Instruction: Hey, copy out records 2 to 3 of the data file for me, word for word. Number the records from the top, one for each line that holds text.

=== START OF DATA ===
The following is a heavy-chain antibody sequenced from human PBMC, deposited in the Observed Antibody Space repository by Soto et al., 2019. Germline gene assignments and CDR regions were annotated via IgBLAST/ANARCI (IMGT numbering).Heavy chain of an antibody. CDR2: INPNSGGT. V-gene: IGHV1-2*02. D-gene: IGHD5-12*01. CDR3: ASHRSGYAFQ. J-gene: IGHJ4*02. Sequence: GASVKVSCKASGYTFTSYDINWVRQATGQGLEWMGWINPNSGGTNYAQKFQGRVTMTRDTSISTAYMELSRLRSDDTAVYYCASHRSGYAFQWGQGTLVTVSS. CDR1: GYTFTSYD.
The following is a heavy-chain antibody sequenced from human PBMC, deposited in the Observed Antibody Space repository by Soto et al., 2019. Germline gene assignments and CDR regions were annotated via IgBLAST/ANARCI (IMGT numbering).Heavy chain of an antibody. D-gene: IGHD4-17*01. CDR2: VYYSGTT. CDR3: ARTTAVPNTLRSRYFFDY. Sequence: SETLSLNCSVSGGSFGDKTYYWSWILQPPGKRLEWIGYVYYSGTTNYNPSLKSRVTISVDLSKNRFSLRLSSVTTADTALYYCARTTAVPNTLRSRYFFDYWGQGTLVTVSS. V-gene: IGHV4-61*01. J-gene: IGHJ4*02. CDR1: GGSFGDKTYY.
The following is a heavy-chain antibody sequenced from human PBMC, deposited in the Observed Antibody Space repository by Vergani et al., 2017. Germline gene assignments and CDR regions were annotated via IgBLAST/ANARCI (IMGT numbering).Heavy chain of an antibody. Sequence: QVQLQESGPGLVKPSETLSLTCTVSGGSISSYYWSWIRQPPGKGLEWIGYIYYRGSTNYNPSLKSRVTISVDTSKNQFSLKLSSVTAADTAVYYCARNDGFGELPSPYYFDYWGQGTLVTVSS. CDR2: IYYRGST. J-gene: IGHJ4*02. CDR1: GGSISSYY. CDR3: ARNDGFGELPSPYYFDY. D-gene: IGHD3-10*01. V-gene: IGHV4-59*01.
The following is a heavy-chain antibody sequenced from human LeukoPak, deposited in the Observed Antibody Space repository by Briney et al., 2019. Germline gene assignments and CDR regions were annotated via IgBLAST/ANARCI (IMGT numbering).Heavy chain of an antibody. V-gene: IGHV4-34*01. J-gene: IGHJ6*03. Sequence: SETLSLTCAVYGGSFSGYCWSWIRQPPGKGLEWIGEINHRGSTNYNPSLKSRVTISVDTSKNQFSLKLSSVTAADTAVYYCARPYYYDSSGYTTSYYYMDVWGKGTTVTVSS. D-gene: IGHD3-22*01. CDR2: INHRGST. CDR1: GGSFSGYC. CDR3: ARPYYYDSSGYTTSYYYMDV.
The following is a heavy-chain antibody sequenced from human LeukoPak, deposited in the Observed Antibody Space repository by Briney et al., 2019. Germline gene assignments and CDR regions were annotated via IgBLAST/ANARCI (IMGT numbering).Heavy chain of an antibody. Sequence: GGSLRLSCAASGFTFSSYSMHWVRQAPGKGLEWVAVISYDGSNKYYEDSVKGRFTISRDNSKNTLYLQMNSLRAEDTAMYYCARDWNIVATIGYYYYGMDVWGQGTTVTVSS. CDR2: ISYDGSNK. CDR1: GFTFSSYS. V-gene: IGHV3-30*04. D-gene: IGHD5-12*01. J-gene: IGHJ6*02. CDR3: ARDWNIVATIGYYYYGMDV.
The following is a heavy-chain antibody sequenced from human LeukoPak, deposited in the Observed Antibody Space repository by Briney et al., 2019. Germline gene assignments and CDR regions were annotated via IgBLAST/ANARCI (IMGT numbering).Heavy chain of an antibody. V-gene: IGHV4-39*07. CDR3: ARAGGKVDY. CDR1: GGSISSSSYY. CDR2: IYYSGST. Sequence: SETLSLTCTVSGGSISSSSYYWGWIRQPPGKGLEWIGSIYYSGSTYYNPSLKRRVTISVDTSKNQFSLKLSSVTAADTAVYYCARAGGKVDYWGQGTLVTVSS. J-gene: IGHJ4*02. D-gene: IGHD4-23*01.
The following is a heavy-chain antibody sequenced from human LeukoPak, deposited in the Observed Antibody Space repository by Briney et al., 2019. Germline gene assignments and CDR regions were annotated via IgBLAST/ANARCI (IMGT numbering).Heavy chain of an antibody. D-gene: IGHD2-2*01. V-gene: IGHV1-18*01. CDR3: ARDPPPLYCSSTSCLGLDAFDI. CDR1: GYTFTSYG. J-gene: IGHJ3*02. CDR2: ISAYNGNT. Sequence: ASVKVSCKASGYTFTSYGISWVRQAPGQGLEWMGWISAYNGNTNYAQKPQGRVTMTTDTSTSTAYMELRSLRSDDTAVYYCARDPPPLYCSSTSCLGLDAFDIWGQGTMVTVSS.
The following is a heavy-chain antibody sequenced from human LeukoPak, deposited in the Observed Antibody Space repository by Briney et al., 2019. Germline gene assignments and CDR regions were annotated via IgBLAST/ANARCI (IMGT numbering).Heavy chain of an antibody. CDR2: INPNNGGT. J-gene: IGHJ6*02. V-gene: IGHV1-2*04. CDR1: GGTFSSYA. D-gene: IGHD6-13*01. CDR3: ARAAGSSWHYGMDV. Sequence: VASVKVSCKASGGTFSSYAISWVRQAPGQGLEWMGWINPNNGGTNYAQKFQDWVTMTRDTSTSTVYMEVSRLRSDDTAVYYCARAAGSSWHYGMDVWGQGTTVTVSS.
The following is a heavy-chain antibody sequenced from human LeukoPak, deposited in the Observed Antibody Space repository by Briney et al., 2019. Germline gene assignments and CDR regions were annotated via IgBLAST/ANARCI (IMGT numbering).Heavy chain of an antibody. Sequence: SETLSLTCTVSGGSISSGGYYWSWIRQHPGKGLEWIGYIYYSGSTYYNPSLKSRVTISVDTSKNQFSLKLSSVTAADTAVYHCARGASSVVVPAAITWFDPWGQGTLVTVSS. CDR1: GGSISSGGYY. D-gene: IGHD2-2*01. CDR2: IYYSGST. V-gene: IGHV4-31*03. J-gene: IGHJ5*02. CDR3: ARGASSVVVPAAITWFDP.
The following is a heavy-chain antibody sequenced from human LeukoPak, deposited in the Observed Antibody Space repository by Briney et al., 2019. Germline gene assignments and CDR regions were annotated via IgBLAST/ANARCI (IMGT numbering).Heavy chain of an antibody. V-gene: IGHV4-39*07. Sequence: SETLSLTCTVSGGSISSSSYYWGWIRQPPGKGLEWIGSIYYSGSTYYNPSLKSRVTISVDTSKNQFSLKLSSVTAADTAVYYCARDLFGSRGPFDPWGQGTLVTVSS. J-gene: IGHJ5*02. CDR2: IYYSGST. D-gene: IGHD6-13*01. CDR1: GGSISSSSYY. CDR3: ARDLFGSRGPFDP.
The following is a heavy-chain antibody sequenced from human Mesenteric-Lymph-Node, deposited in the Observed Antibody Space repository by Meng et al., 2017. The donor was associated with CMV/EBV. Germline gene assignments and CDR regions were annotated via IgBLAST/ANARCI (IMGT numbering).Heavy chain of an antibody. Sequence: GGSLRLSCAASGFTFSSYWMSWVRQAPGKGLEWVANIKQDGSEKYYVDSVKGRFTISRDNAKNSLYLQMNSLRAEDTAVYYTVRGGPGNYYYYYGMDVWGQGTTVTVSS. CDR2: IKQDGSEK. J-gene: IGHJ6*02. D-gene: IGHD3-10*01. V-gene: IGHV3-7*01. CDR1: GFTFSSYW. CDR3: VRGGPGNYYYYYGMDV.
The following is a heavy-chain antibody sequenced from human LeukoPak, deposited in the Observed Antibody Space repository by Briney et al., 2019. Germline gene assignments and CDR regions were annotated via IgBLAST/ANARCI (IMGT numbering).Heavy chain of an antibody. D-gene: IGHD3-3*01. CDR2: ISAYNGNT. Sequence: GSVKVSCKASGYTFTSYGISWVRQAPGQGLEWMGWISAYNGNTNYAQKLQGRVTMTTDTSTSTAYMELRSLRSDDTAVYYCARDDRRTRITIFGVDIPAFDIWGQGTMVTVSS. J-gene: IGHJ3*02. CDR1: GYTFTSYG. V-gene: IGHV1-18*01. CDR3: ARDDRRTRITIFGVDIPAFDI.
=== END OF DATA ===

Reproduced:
The following is a heavy-chain antibody sequenced from human PBMC, deposited in the Observed Antibody Space repository by Soto et al., 2019. Germline gene assignments and CDR regions were annotated via IgBLAST/ANARCI (IMGT numbering).Heavy chain of an antibody. D-gene: IGHD4-17*01. CDR2: VYYSGTT. CDR3: ARTTAVPNTLRSRYFFDY. Sequence: SETLSLNCSVSGGSFGDKTYYWSWILQPPGKRLEWIGYVYYSGTTNYNPSLKSRVTISVDLSKNRFSLRLSSVTTADTALYYCARTTAVPNTLRSRYFFDYWGQGTLVTVSS. V-gene: IGHV4-61*01. J-gene: IGHJ4*02. CDR1: GGSFGDKTYY.
The following is a heavy-chain antibody sequenced from human PBMC, deposited in the Observed Antibody Space repository by Vergani et al., 2017. Germline gene assignments and CDR regions were annotated via IgBLAST/ANARCI (IMGT numbering).Heavy chain of an antibody. Sequence: QVQLQESGPGLVKPSETLSLTCTVSGGSISSYYWSWIRQPPGKGLEWIGYIYYRGSTNYNPSLKSRVTISVDTSKNQFSLKLSSVTAADTAVYYCARNDGFGELPSPYYFDYWGQGTLVTVSS. CDR2: IYYRGST. J-gene: IGHJ4*02. CDR1: GGSISSYY. CDR3: ARNDGFGELPSPYYFDY. D-gene: IGHD3-10*01. V-gene: IGHV4-59*01.